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Google is said to be considering DoubleClick for $2 billion

When Google decided to push forward into expanding its advertising portfolio, it definitely wasn't just testing the waters. Today reports surfaced around the Internet that Google is in talks with long time online advertisement house DoubleClick. What makes the talks between Google and DoubleClick more critical is that Google isn't just the only one with its eyes on the advertising firm. According to several reports, AOL, Microsoft and Yahoo are also in talks with DoubleClick's top management.

DailyTech last reported that Google announced its official push into video game advertising with the purchase of Adscape. The company launched a campaign to start pushing its AdSense and AdWords programs into video games.

With online games being released on consoles on an increasing basis, this also would make it easier for Google to approach console developers. Gamers have voiced their opinions about in-game advertising before and indicated that they were displeased with the movement, saying it detracts from the "reality" of the game.

Analysts are expecting the selling price for DoubleClick to reach as high as $2 billion USD with Google in the talks. Industry insiders indicated that Google is still developing its own advertising services, but said that Google would not stand to let Microsoft take over control of one of the oldest and widely used advertising firms.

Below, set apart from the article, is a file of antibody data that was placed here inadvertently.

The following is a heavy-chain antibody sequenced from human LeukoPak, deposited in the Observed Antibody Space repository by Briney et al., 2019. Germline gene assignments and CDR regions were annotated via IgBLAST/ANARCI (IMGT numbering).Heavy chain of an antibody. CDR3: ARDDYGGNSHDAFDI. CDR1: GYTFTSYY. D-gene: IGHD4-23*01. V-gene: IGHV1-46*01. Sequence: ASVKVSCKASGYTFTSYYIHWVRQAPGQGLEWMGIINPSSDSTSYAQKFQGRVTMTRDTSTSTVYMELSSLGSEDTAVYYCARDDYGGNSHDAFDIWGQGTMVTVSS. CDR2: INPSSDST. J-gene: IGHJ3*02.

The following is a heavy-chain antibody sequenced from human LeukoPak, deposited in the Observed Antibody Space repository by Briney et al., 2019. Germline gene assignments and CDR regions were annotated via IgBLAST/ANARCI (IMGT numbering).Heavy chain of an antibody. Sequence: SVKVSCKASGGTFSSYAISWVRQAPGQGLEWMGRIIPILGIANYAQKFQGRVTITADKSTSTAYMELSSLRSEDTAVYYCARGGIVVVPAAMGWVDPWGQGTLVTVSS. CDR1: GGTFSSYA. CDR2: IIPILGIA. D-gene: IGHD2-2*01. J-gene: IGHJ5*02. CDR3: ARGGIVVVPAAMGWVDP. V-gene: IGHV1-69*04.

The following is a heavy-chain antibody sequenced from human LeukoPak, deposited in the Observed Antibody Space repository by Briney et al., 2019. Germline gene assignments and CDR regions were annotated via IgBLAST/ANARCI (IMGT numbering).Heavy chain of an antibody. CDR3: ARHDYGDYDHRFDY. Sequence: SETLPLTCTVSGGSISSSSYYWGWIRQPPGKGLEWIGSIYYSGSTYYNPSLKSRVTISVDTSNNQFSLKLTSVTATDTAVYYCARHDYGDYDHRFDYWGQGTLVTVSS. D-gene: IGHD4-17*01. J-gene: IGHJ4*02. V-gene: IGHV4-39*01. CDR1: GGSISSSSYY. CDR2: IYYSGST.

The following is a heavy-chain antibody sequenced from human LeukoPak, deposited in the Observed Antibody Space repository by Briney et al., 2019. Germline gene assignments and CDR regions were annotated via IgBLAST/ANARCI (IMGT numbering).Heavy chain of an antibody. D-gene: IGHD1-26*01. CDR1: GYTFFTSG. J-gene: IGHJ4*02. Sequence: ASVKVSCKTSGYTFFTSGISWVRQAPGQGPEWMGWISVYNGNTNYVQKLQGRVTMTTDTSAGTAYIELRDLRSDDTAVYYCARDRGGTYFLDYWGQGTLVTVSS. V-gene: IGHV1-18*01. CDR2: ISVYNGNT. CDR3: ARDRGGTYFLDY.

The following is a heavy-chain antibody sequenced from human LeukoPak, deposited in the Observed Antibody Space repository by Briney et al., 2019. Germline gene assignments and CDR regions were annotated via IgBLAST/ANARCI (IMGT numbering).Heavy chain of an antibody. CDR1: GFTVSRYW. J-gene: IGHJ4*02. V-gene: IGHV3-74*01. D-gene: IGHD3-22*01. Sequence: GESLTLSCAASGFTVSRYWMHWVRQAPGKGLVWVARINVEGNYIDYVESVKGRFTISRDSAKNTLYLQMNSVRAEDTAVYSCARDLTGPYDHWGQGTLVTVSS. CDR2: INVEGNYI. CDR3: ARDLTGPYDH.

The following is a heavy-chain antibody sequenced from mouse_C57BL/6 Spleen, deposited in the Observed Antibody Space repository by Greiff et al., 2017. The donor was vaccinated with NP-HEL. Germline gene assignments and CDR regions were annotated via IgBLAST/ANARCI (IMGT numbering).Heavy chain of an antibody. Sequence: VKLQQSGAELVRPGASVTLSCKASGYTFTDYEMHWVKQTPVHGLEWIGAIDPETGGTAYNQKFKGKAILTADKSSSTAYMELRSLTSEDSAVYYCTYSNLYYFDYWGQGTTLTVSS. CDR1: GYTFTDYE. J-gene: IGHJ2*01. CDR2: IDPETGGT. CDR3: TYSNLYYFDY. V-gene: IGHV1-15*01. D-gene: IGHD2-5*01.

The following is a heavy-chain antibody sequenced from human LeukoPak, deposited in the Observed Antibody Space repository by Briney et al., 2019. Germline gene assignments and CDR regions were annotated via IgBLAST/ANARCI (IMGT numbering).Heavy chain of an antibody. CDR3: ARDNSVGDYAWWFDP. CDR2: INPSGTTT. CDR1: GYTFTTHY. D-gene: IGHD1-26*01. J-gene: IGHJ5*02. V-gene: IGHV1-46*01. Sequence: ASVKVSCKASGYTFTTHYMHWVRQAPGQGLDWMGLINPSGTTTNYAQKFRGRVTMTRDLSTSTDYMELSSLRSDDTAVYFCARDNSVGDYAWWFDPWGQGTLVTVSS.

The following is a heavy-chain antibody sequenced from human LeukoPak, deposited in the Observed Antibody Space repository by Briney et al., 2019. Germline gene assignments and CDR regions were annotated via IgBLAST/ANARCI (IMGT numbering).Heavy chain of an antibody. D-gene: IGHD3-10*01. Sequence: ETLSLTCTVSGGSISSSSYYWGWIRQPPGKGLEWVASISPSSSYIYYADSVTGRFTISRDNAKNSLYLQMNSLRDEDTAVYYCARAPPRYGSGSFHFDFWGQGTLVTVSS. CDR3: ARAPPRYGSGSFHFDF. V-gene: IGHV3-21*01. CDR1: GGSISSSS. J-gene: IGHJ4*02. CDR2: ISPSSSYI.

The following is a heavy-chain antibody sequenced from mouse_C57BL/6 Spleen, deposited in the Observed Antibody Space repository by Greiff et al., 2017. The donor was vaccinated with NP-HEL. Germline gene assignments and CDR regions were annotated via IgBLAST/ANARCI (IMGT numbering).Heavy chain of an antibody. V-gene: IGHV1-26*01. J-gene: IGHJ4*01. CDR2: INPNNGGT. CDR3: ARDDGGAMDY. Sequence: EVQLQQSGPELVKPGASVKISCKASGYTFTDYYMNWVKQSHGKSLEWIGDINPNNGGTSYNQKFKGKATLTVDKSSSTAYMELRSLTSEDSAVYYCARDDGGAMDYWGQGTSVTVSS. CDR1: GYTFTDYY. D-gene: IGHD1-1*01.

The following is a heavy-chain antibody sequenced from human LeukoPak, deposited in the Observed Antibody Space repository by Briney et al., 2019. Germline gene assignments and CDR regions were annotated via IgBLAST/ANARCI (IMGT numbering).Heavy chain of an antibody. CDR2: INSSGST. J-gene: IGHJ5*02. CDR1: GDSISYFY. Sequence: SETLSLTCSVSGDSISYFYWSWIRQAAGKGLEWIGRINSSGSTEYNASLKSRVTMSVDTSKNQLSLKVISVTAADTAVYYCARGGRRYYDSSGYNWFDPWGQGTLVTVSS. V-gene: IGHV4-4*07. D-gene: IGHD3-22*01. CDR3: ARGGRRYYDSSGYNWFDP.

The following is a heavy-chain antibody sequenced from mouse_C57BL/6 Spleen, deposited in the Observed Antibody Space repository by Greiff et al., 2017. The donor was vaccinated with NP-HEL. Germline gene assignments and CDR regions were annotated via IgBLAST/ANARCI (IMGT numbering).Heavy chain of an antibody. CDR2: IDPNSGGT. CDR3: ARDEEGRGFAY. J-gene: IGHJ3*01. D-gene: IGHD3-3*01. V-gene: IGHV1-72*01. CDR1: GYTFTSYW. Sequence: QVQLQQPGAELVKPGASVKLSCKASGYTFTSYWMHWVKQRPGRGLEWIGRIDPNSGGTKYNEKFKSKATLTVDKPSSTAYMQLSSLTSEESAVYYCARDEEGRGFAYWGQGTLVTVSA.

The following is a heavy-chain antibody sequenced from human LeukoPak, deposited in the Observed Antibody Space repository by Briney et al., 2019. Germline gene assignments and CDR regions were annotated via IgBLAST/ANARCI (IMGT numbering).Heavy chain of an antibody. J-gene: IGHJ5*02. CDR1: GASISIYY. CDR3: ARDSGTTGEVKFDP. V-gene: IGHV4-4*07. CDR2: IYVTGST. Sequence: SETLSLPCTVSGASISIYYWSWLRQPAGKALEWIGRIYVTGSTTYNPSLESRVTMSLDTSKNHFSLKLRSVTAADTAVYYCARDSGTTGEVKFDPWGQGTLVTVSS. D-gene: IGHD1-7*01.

According to search engine expert John Battelle, Microsoft is a big threat to Google's advertising space. "It's a major risk to [Google's] business to force advertisers to change behavior -- it needs a third-party ad serving solution."

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RE: *sigh*
By hands on 4/3/2007 11:00:46 AM , Rating: -1
It kills me to think how many people act like Microsoft practically created computing as we know it today by acting as a benevolent dictator. The truth is that Microsoft is a convicted monopolist. They did everything they thought they could legally get away with to stifle competition. Unfortunately, that conviction barely resulted in a slap on the wrist.

Anyone who has seriously used products other than Microsoft will see two things. Others are very capable of providing good products (in fact, Microsoft purchased many of their products from others). And, due to the Microsoft monopoly, competitors can have a very difficult time because too many software and hardware vendors decide to only support Microsoft products even though they may not be the best products available.

As far as the "standard" goes, true public standards work very well for me. I just wish that Microsoft would use more of them for the times when I am forced to interoperate with Microsoft products. Microsoft would have everyone believe that for true interoperability you need to use all Microsoft products. True interoperability would be better achieved by using real published standards. I'm not saying that Microsoft protocols couldn't be used, but they don't have the best track record for publishing important protocols.

"Game reviewers fought each other to write the most glowing coverage possible for the powerhouse Sony, MS systems. Reviewers flipped coins to see who would review the Nintendo Wii. The losers got stuck with the job." -- Andy Marken
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